“There’ll be a number of special guest artists all doing a few songs each, among others, Jeff Berkley and 22 Kings,” says Cleopatra Degher, whose debut full-length Pacific drops September 12 at Lestat’s. The album was produced by Degher’s father Darius, who fronted local 1980s new-wavers Darius and the Magnets before going on to record with Warren Zevon and others.
Mixed by Jeff Berkley and mastered by Gavin Lurssen (T-Bone Burnett, Jackson Browne), Pacific features Degher backed by Escondido band Second Cousins. “Pacific is what I am, and it’s how the album feels to me. It also reflects the place I’m living in now, on the coast by the Pacific Ocean, rather than in southern Sweden, which is where I lived for a long time. Also, my Italian great-grandfather’s name was ‘Pacifico.’ He was a hot-headed coal miner, completely unlike his name. He lost the use of the thumb on his right hand when he bet someone in a bar that he could break a beer bottle by smashing it straight down onto the bar vertically. Severed the tendon forever. Oh yeah, he also had a glass eye....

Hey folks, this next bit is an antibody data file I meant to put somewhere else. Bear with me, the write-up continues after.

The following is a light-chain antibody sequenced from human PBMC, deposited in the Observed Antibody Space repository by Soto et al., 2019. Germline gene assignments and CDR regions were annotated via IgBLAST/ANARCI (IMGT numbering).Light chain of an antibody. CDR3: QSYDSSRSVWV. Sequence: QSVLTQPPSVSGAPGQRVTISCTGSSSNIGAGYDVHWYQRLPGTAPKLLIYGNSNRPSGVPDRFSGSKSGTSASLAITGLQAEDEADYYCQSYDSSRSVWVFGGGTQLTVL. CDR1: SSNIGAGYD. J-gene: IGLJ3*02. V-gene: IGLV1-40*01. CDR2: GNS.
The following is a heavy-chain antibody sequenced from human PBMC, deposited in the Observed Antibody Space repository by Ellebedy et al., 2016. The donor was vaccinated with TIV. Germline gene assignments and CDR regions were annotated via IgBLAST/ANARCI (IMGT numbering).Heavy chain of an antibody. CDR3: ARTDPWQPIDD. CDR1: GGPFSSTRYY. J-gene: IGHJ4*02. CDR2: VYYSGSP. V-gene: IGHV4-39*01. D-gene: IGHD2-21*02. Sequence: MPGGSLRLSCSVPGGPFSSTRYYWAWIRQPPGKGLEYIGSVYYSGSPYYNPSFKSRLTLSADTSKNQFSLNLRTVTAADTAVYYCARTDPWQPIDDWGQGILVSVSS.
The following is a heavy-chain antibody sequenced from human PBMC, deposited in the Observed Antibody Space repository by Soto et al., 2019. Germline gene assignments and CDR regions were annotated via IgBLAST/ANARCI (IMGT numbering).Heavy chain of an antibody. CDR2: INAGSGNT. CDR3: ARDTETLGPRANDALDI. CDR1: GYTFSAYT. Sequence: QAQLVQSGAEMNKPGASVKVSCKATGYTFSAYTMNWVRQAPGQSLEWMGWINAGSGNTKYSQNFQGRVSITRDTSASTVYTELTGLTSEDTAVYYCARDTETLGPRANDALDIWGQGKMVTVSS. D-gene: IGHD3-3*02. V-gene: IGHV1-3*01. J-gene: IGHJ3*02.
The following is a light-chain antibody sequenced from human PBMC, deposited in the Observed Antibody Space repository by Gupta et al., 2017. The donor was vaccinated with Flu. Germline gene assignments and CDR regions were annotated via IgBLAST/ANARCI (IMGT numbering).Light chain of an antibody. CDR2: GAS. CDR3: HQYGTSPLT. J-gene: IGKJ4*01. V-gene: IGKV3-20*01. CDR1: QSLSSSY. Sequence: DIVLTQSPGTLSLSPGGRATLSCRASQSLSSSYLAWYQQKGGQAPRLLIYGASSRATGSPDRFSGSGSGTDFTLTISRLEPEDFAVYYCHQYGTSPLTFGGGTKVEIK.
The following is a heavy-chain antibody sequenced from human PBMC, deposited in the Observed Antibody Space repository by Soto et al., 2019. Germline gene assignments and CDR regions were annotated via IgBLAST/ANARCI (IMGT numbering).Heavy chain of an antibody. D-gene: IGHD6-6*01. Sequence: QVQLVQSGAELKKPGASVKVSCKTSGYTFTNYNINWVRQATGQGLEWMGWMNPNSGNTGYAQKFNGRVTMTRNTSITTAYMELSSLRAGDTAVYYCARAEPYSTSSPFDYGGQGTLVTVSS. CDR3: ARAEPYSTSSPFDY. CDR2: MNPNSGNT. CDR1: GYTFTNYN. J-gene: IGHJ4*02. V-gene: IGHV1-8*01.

“And don’t get me started about my other great-grandfathers. I also had one in Sweden who lost a bet that he could swim across the Malmo canal in January. He drowned.”
By comparison, Degher’s “worst-gig” story doesn’t seem so bad. “Back home in Malmo, Sweden, when I was in high school, I played with my band at this venue called Arena 305, which was a youth music center subsidized by the city. Which is a cool thing they do in Sweden. It was our first proper show as a band, and I was nervous, so I forgot to invite people to it. The only people who were there were the staff and our parents. Probably didn’t help that outside it was 35 degrees Fahrenheit, with sleet — typical Malmo weather.
“I happened to just be getting over a cold and, once we started playing, I kept getting these terrible cough attacks during the songs. I thought I was about to either pass out or puke onstage. I was totally scarred by the experience.
“Even today, I’m paranoid about getting cough attacks while singing.”